Young Jeezy
Def Jam South
The hip-hop hype machine is working overtime these days. It seems that each month a young MC comes out of the box and hits the top of the charts on the strength of industry-created buzz. The latest is Young Jeezy, an Atlanta rapper who is already riding high with his group, Boyz N Da Hood, whose debut CD created a stir earlier this summer. This is Jeezy's debut joint (it landed at No. 2 on the Billboard charts its first week) and while it's a solid disc, there's little to warrant the kind of static he's gotten. He is not the South's answer to 50 Cent: The rhymes and the grooves just don't warrant the comparison. Granted, Jeezy has done some stellar turns on mix-tapes over the past year but so much of his flavor -- like Mike Jones -- comes from self-promotion that it's hard to take him seriously. What's refreshing is that unlike so many of his peers, who bank on a bevy of big-name producers and all the beats money can buy, Jeezy's tracks are mostly unpretentious, underplayed. The beats serve him instead of the other way around. Most of the production -- from knob twiddlers including Mannie Fresh, who does little to alter his usual output with the Cash Money crew -- gives Jeezy the kind of head-bobbing bounce the rapper needs to offset his limited lyrical range. Of course, his drawl is a key element of his flow as are the hooky, one-word declarations littering so much Southern hip-hop. But we've been down the road of songs like ''My Hood" or the big pimpin' ''Don't Get Caught" many times before. There are fresher takes on a track like ''Trap Star," which has some penetrating verses. Ultimately, Jeezy is just another solid MC, whose skills simply don't assure that he'll endure.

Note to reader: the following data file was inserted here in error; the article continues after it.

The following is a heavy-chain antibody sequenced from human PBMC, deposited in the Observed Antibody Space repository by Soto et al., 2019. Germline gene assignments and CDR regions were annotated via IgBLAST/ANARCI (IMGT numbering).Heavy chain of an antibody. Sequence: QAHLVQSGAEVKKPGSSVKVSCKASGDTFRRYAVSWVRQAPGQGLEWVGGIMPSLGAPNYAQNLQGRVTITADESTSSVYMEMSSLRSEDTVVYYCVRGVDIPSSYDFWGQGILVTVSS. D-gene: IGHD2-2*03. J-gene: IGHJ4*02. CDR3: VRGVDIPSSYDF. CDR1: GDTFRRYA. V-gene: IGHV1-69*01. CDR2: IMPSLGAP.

Sons and Daughters
From the first scrappy licks on ''The Repulsion Box," Sons and Daughters prove that they are the illegitimate children of lasso-wielding outlaws and mohawked British punk rockers. The band's quick drumbeats and twangy country guitar plucking make you want to burst into a saloon and start stomping wildly on the dusty floor; yet at the same time, Scottish singer Adele Bethel's raspy, venom-soaked singing leaves you wanting to wear enough hair dye, heavy eyeliner, and frayed denim to befit a Sex Pistols concert. Because of its freewheeling genre-blending, ''The Repulsion Box" manages to talk about loneliness and fractured relationships without seeming too cynical or melancholy. Instead, the album provides a blissfully numbing thrill, a rebellious ride through wild deserts and the grimiest urban streets. In ''Dance Me In," a standout track with a throbbing beat, Bethel and guitarist/vocalist Scott Paterson go back and forth with morbidly carefree lyrics: ''It's avoiding the plans, sneaking past the narrow truth / Remind me of the young, dance me in." They are like two ghosts who have witnessed so many eons of death and broken hearts that tragedy fails to move them -- they just want to be devilishly raucous, constantly. In the playfully titled ''Rama Lama," they tell the story of a woman who drowned in her bathtub after her boyfriend stopped paying her visits, and the neighbors don't even notice she's gone. But it seems like they are singing with a sly smile as they close the song with a rollicking ''Rama lama lama, Shake shake shake shake." ''The Repulsion Box" refreshingly tosses reflection to the wind in favor of nihilistic absurdity.